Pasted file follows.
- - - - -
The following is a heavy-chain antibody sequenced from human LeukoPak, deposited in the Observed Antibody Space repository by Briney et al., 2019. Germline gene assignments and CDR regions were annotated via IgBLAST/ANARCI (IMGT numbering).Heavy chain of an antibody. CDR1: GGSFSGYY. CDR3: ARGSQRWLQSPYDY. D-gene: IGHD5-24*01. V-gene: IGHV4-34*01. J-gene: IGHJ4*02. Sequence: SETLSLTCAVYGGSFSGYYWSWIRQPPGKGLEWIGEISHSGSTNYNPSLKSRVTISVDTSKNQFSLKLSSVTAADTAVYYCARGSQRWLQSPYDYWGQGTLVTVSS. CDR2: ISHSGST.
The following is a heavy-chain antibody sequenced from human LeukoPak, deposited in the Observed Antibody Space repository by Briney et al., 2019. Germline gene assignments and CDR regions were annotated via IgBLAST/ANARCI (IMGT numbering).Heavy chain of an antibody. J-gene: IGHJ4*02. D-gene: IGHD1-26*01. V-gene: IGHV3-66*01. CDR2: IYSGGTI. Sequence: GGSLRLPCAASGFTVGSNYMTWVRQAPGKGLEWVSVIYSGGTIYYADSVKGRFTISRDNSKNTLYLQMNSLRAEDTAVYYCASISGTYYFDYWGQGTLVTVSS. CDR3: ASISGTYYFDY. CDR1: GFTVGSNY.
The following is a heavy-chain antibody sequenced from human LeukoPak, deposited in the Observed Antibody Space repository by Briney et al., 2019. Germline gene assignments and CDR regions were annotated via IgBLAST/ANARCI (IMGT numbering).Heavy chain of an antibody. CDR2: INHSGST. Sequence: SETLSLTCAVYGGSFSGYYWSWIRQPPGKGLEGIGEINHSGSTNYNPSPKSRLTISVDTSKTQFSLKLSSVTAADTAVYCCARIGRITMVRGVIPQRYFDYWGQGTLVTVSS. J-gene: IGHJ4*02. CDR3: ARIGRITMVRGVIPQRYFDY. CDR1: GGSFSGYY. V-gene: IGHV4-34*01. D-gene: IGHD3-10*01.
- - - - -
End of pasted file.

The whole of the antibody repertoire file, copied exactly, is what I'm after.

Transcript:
The following is a heavy-chain antibody sequenced from human LeukoPak, deposited in the Observed Antibody Space repository by Briney et al., 2019. Germline gene assignments and CDR regions were annotated via IgBLAST/ANARCI (IMGT numbering).Heavy chain of an antibody. CDR1: GGSFSGYY. CDR3: ARGSQRWLQSPYDY. D-gene: IGHD5-24*01. V-gene: IGHV4-34*01. J-gene: IGHJ4*02. Sequence: SETLSLTCAVYGGSFSGYYWSWIRQPPGKGLEWIGEISHSGSTNYNPSLKSRVTISVDTSKNQFSLKLSSVTAADTAVYYCARGSQRWLQSPYDYWGQGTLVTVSS. CDR2: ISHSGST.
The following is a heavy-chain antibody sequenced from human LeukoPak, deposited in the Observed Antibody Space repository by Briney et al., 2019. Germline gene assignments and CDR regions were annotated via IgBLAST/ANARCI (IMGT numbering).Heavy chain of an antibody. J-gene: IGHJ4*02. D-gene: IGHD1-26*01. V-gene: IGHV3-66*01. CDR2: IYSGGTI. Sequence: GGSLRLPCAASGFTVGSNYMTWVRQAPGKGLEWVSVIYSGGTIYYADSVKGRFTISRDNSKNTLYLQMNSLRAEDTAVYYCASISGTYYFDYWGQGTLVTVSS. CDR3: ASISGTYYFDY. CDR1: GFTVGSNY.
The following is a heavy-chain antibody sequenced from human LeukoPak, deposited in the Observed Antibody Space repository by Briney et al., 2019. Germline gene assignments and CDR regions were annotated via IgBLAST/ANARCI (IMGT numbering).Heavy chain of an antibody. CDR2: INHSGST. Sequence: SETLSLTCAVYGGSFSGYYWSWIRQPPGKGLEGIGEINHSGSTNYNPSPKSRLTISVDTSKTQFSLKLSSVTAADTAVYCCARIGRITMVRGVIPQRYFDYWGQGTLVTVSS. J-gene: IGHJ4*02. CDR3: ARIGRITMVRGVIPQRYFDY. CDR1: GGSFSGYY. V-gene: IGHV4-34*01. D-gene: IGHD3-10*01.